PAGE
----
The Culpeper Town Council at a special meeting Wednesday afternoon decided to have the townâ??s staff study another traffic pattern offered at the eleventh hour by Madison Grove resident Charles Malsz to eliminate or drastically curtail cut-through traffic that subdivision residents have claimed for years is a public safety issue.
Malsz asked the nine-member council give his proposal â??serious consideration.â?
Councilman Dave Lochridge liked the idea, if the town can get it to work.
â??It makes sense to me,â? said Lochridge. â??This is by far the most cost efficient.â?
On May 12, the council voted 5-4 to keep Burgandine Avenue open, but decided to hold a special meeting to discuss other traffic calming measures to slow down or greatly reduce cut-through traffic.
The council was to discuss a town report recommending the installation of an estimated $17,000 semi-diverter, which restricts traffic, at Burgandine Avenue and Montanus Drive.
The agenda was the same as last weekâ??s abbreviated meeting that was halted following an email from neighborhood organizer and leader Rick Fields, who leveled charges of tampering by Public Services Director Jim Hoy with the independent $32,000 traffic study conducted by Hurt and Proffitt, a Lynchburg engineering firm. Fields said Hoy was under investigation for tampering, which baffled Vice Mayor Billy Yowell.
Fields acknowledged a week later in an email that he was conducting the investigation based on a Virginia Freedom of Information Act request for several years of emails between Hoy and Hurt and Proffitt.
However, nothing was mentioned about the tampering allegation or investigation during the Wednesday meeting.
Malsz’s plan would prohibit right turns from Burgandine Avenue onto Ira Hoffman Lane. It also would eliminate the left turn arrow from Ira Hoffman Lane onto Burgandine Avenue except for emergency vehicles and buses. Motorists using Burgandine Avenue would either have to go straight onto Rocky Knoll or turn left onto Ira Hoffman Lane.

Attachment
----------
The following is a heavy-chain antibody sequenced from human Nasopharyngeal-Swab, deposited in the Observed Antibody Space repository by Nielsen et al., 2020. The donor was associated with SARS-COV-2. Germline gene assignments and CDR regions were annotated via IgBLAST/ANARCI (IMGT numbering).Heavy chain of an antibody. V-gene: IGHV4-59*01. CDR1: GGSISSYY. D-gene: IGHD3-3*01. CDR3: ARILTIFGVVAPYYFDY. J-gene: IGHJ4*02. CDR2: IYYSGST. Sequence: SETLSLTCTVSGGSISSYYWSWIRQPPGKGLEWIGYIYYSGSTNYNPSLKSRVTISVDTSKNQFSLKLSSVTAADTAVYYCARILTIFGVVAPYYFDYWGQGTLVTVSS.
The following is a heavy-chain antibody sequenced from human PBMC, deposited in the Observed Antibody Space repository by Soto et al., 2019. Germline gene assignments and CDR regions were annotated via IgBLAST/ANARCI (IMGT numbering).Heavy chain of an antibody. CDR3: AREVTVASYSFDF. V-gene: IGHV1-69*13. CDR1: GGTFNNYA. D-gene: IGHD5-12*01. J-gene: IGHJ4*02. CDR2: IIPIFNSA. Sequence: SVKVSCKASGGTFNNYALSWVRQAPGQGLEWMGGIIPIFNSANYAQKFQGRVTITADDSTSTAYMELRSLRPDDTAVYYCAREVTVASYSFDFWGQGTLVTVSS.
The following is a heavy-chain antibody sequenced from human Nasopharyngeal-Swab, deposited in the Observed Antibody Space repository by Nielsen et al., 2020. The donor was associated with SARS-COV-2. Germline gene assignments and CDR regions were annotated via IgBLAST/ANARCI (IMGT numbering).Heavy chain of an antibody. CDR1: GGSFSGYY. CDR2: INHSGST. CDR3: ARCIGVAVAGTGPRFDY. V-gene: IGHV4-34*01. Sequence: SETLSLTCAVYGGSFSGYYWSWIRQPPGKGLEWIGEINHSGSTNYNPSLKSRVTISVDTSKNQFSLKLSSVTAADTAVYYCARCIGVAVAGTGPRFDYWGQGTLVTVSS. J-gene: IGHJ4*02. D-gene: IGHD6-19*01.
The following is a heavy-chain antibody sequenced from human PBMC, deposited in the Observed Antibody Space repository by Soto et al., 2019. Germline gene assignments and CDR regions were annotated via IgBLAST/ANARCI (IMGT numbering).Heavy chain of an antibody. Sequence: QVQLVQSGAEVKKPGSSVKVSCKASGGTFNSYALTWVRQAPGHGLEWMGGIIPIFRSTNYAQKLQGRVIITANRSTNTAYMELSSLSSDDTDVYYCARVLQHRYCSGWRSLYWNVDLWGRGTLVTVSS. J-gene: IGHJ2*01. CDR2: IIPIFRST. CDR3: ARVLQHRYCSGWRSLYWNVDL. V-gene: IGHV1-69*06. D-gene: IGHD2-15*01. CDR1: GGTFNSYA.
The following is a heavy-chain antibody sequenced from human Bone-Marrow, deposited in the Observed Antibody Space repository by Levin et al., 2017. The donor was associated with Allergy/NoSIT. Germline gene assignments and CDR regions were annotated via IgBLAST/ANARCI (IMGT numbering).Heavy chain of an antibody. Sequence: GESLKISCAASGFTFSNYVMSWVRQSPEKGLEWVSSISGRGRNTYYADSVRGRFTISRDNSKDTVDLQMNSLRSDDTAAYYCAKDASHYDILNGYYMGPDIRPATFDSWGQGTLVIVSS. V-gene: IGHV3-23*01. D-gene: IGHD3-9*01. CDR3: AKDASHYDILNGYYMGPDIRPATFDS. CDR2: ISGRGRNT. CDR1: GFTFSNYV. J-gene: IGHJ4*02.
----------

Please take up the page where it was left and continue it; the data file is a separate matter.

Malszâ??s plan also calls for remarking one traffic lane on Rocky Knoll, making it a left turn only instead of straight and left turn, as it is currently marked. The right lane already is marked for right turn only. This move, said Malsz, would eliminate traffic on Rocky Knoll from proceeding straight across Ira Hoffman Lane and onto Burgandine Avenue.
Malsz also recommends reducing the speed limit from 45 mph to 35 mph and extending the left turn lane on Ira Hoffman Lane that shares left turns onto Brandy Road at the traffic light and traffic entering Dominion Square Shopping Center.
Vehicles heading west on Ira Hoffman Lane would be able to use Burgandine Avenue through a right turn.
He said all these changes would help eliminate cut-through traffic.
â??(This) helps maintain the property values in Madison Grove,â? said Malsz. â??I donâ??t see a downside. The benefits are overwhelming.â?
Fields, the second speaker, said since the town council voted against the only option the residents really wanted to close Burgandine Avenue, alternative measures become more complicated. He said a semi-diverter was preferable to a one-way street, one of several proposals studied through the years.
Hoy said he had not seen Malszâ??s recommendation, but noted that staff had studied numerous options for that corridor.
â??Signage has to coincide with pavement markings,â? said Hoy.
Hoy also said that aluminum signs alone will not change human behavior. Enforcement is a key component of traffic changes.
â??We would have to have more police there,â? said Councilman Keith Price.
Malsz commended police for its continued enforcement efforts in the neighborhood.
Several officials after the meeting questioned privately about where the town would post the signs prohibiting left turns from Ira Hoffman Lane, which is a five lane road at its intersections with Rocky Knoll to the south and Burgandine Avenue to the north.
One lingering question raised by some of those town officials was would those projected changes make the intersection more dangerous than residents say it is now, with traffic making left turns or crossing a five-lane highway instead of being able to make a safer right turn?
Another issue surfaced when Hoy advised the council that a commercial development was planned behind K&M Lawn and Garden and between that business and Lowes that has requested an entrance onto Ira Hoffman Lane between Burgandine Avenue and Brandy Road, adding more traffic near the intersections.
The consensus of town council was to have staff, VDOT and the planning department study Malszâ??s proposal and bring back a recommendation to next monthâ??s Public Safety, Public Works and Community Development Committee.
Wally Bunker is a freelance contributor with the Culpeper Times. You may reach him at firstname.lastname@example.org